East Coast rock band The Lionfish fuse multiple influences into
original sound on new album ‘You Won’t Keep Me Down’
FAIRFIELD, CT – It was while attending college together that the four members of the rock band The Lionfish first started playing together, but it took a year-long trip to Ecuador for the band to find its voice showcased on its newest album, “You Won’t Keep Me Down.”
Lead singer, keyboardist, trombonist and co-band-founder Robby Schwartz recently returned from a year-long stay in Quito, Ecuador, where he served as a volunteer teacher. Though the band had been going strong in the years prior to his departure, he knew it was an experience he needed to have and he hoped that upon his return,. the band could still play together. Not only was that the case, but it turns out that his experiences in Ecuador led to some of the best songwriting he’s ever done – all of which fed the songs that can be found on the group’s new album.
“We were trying to make a unified rock album, but we didn’t want to constrain ourselves to a particular genre or hyper-specific sound,” Schwartz said. “Blues rock is our main thing, and this album is blues rock through the lens of all these other compositional influences – acoustic, Latin, and some jazz. I wrote most of the songs while living in Quito, Ecuador. Most of them deal with love, which is the central theme that runs through this album. Down there I really witnessed all sorts of love between the different characters that I met, and it really connected in multiple ways back home.”
Though “You Won’t Keep Me Down” is the most recent project for the band, it’s not the first. They’ve been playing together for about six years – since the time Schwartz, drummer Dan Horstmann, and multi-instrumentalist Chris Finelli met in one of their music classes and immediately hit it off.
“We met in jazz band,” said Finelli – who plays lead guitar, trumpet, bass and vocals. “I was a sophomore and Robby was a scared little freshman, and I said to him, ‘Hey dude, you’re really good. Let’s hang out.’ We played in jazz band and pep band together, and then we started doing some things on the side and kept with it and made it our own thing.”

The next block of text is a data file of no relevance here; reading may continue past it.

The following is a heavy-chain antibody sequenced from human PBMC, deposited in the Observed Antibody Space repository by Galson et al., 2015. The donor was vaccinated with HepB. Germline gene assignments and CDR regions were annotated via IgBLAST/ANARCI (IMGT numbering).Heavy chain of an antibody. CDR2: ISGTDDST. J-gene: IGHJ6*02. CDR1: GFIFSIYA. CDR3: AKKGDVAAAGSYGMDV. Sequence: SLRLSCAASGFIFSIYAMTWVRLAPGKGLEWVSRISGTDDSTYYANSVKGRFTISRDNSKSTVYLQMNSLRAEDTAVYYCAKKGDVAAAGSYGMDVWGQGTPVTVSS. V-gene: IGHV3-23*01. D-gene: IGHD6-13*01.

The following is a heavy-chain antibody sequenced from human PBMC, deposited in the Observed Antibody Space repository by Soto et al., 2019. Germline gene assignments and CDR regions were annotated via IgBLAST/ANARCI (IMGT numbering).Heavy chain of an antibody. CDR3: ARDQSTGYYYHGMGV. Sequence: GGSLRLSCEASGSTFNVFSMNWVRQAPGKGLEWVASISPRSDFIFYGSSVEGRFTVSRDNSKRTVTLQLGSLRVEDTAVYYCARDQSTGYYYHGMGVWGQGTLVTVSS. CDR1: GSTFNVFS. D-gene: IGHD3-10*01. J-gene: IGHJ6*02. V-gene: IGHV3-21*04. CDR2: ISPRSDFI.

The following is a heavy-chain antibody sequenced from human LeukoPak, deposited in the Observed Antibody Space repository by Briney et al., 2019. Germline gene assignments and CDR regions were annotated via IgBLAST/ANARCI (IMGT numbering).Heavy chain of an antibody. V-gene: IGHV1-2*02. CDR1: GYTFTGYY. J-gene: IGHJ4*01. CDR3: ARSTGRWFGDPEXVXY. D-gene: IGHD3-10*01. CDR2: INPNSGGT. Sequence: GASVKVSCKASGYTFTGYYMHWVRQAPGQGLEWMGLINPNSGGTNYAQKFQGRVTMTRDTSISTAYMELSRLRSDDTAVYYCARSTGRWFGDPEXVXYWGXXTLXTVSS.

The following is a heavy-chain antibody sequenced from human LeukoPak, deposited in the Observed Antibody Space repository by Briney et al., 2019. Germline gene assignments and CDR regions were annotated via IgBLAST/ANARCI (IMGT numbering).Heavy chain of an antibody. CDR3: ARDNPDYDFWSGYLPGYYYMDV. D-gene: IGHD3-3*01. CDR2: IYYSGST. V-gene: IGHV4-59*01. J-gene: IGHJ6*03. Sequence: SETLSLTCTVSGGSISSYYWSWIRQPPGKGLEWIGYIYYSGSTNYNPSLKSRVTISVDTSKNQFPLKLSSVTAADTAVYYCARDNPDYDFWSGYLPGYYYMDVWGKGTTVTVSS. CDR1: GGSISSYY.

It wasn’t long before they had added another guitarist and bassist to the band, and the lineup evolved over the years. Mark Schwartz – Robby Schwartz’s father – plays guitar, accordion, bass and backup vocals. Dan Horstmann is the founding drummer and percussionist, and also provides backup vocals. Original guitarist John Domenico joins the band for live performances. From time-to-time, the band collaborates with guest vocalists such as Hattie Briggs and Samantha Mazzeo, both featured on the new album. And when they tap into their jazz roots, they’ll occasionally play live with a horn section featuring Tim Rhone on trombone, Matt Finelli on alto saxophone, Tim Vyskocil on trumpet, and Amanda Ocasio on alto and tenor sax.
“We have a diverse range of influences that we synthesize well into one voice,” Robby Schwartz said. “With any song, we can probably tell you three or four different influential artists or ideas or sounds that we drew from and were able to shape into our own. It comes from everybody in the band. We have a real commitment to the rock album as a form that we are trying to work our ideas into, which isn’t necessarily a mainstream idea.”
The Lionfish’s new album is available for download on all digital distribution platforms. To listen
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